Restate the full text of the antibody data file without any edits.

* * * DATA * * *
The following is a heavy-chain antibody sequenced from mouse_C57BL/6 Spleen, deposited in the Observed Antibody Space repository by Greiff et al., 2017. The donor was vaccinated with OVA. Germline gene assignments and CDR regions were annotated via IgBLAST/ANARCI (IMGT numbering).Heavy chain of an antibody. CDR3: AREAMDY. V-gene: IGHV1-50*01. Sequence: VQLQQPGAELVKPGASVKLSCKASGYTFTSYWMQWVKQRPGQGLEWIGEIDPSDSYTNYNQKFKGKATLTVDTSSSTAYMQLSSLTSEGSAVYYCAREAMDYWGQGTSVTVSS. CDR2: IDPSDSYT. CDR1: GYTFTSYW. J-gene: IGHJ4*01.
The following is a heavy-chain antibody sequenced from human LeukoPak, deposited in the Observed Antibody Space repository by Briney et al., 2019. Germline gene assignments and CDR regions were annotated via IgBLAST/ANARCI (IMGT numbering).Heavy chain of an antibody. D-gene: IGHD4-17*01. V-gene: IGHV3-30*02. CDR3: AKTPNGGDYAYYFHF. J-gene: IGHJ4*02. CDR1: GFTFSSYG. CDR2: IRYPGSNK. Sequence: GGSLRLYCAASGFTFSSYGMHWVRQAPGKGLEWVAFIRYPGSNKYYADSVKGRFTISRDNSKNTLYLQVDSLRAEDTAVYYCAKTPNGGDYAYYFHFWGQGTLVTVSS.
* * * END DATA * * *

The following is a heavy-chain antibody sequenced from mouse_C57BL/6 Spleen, deposited in the Observed Antibody Space repository by Greiff et al., 2017. The donor was vaccinated with OVA. Germline gene assignments and CDR regions were annotated via IgBLAST/ANARCI (IMGT numbering).Heavy chain of an antibody. CDR3: AREAMDY. V-gene: IGHV1-50*01. Sequence: VQLQQPGAELVKPGASVKLSCKASGYTFTSYWMQWVKQRPGQGLEWIGEIDPSDSYTNYNQKFKGKATLTVDTSSSTAYMQLSSLTSEGSAVYYCAREAMDYWGQGTSVTVSS. CDR2: IDPSDSYT. CDR1: GYTFTSYW. J-gene: IGHJ4*01.
The following is a heavy-chain antibody sequenced from human LeukoPak, deposited in the Observed Antibody Space repository by Briney et al., 2019. Germline gene assignments and CDR regions were annotated via IgBLAST/ANARCI (IMGT numbering).Heavy chain of an antibody. D-gene: IGHD4-17*01. V-gene: IGHV3-30*02. CDR3: AKTPNGGDYAYYFHF. J-gene: IGHJ4*02. CDR1: GFTFSSYG. CDR2: IRYPGSNK. Sequence: GGSLRLYCAASGFTFSSYGMHWVRQAPGKGLEWVAFIRYPGSNKYYADSVKGRFTISRDNSKNTLYLQVDSLRAEDTAVYYCAKTPNGGDYAYYFHFWGQGTLVTVSS.